For the Chung family from San Jose, California, their trip to Vietnam was carefully planned out. They had their itinerary in order. They brought along goodies for the family reunion they were going to attend, and they made sure that all of their cellphones were set to airplane mode so they wouldn’t run the risk of incurring a big bill for data usage, just as T-Mobile suggests their customers do when traveling abroad if they are in an area not covered by one of their plans. Despite their best efforts on the technology front, things didn’t go as planned.
When the Chungs returned home with souvenirs and memories of their family gathering, they also returned home to a $13,740 phone bill for internet usage on their son Nicolas’ T-Mobile iPhone, according to ABC7. Vivian Chung was in shock over the bill and checked with her son to see if he had switched his phone out of airplane mode at any time during the trip. He insisted that he had not, and only used it to play chess offline while they were on the flight.
After checking her son’s phone and then calling T-Mobile, it was discovered that all of the charges were incurred over no more than a half hour or so. Even if he had used data, it was hard to imagine that a half hour of data could cost almost $14,000. After some negotiation, T-Mobile agreed to waive some of the bill, reducing it to $3,800, which Chung still thought was out of line.
“We know we cannot use the phone and it’s always on airplane mode. How could this happen? How can this phone bill, like $13,740.19 in one half hour? Oh, my god we almost fainted. I say this costs more than the trip.”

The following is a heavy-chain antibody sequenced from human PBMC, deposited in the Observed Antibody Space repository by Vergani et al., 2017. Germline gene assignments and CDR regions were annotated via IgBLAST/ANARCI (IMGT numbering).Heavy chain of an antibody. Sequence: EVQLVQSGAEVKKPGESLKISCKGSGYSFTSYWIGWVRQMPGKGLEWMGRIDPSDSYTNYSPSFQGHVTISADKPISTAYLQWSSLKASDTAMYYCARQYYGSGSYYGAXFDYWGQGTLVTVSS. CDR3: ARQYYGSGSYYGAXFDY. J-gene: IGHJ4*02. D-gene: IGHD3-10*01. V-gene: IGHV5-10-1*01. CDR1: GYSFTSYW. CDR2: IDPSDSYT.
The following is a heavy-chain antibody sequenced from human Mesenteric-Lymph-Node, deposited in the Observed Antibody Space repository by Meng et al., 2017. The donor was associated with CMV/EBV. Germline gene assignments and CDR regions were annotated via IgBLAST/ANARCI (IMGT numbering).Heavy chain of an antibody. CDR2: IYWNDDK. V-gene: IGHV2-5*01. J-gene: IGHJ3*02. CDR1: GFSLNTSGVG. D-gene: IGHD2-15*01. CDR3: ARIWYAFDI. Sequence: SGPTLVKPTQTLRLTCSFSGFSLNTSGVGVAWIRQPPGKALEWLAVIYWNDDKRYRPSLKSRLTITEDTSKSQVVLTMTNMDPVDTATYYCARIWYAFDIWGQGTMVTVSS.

@BobbyKSMB hey that cell phone bill wasn’t billed on T-Mobile cell towers. It was billed by the international cell towers or air carrier the kid was connected to. When you travel outside US international companies use your cell number to find what phone company phone is assigned— larsnlaf (@larsnlaf) August 28, 2018
Chung checked with her son again, and he assured her that he had not taken his iPhone out of airplane mode. It was then that she reached out to ABC 7 News for help taking on T-Mobile. After ABC7 contacted T-Mobile, they couldn’t, or wouldn’t offer any explanation for the bill other than Vietnam isn’t covered under their plan. Rather than face negative press, T-Mobile did waive the remainder of the bill and noted that they had added Vietnam to their coverage plan.
As for how the charges generated in the first place, it appears that even when many games and apps are used in airplane or “offline mode,” many of them run data in the background still to send ads, refresh social media, and run updates. Just to be safe when traveling, on an iPhone, go to settings, then look under Cellular Data, and switch the data use to the OFF position.